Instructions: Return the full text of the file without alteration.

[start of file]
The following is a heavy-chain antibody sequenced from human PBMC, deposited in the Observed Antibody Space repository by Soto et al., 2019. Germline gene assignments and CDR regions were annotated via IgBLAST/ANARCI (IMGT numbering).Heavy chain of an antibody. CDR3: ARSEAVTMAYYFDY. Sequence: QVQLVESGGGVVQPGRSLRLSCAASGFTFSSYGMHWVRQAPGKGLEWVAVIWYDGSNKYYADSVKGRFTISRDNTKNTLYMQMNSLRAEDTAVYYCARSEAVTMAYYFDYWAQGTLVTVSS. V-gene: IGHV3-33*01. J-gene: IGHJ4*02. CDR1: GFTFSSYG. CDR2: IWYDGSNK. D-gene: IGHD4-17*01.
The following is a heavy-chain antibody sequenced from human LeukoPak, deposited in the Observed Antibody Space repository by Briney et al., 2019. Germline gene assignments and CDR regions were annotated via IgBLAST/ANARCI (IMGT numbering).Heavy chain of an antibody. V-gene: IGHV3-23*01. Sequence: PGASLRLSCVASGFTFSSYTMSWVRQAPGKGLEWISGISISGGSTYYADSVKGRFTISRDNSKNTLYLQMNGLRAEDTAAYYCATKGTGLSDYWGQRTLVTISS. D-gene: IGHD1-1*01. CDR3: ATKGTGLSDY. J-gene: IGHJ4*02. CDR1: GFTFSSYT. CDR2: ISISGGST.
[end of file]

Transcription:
The following is a heavy-chain antibody sequenced from human PBMC, deposited in the Observed Antibody Space repository by Soto et al., 2019. Germline gene assignments and CDR regions were annotated via IgBLAST/ANARCI (IMGT numbering).Heavy chain of an antibody. CDR3: ARSEAVTMAYYFDY. Sequence: QVQLVESGGGVVQPGRSLRLSCAASGFTFSSYGMHWVRQAPGKGLEWVAVIWYDGSNKYYADSVKGRFTISRDNTKNTLYMQMNSLRAEDTAVYYCARSEAVTMAYYFDYWAQGTLVTVSS. V-gene: IGHV3-33*01. J-gene: IGHJ4*02. CDR1: GFTFSSYG. CDR2: IWYDGSNK. D-gene: IGHD4-17*01.
The following is a heavy-chain antibody sequenced from human LeukoPak, deposited in the Observed Antibody Space repository by Briney et al., 2019. Germline gene assignments and CDR regions were annotated via IgBLAST/ANARCI (IMGT numbering).Heavy chain of an antibody. V-gene: IGHV3-23*01. Sequence: PGASLRLSCVASGFTFSSYTMSWVRQAPGKGLEWISGISISGGSTYYADSVKGRFTISRDNSKNTLYLQMNGLRAEDTAAYYCATKGTGLSDYWGQRTLVTISS. D-gene: IGHD1-1*01. CDR3: ATKGTGLSDY. J-gene: IGHJ4*02. CDR1: GFTFSSYT. CDR2: ISISGGST.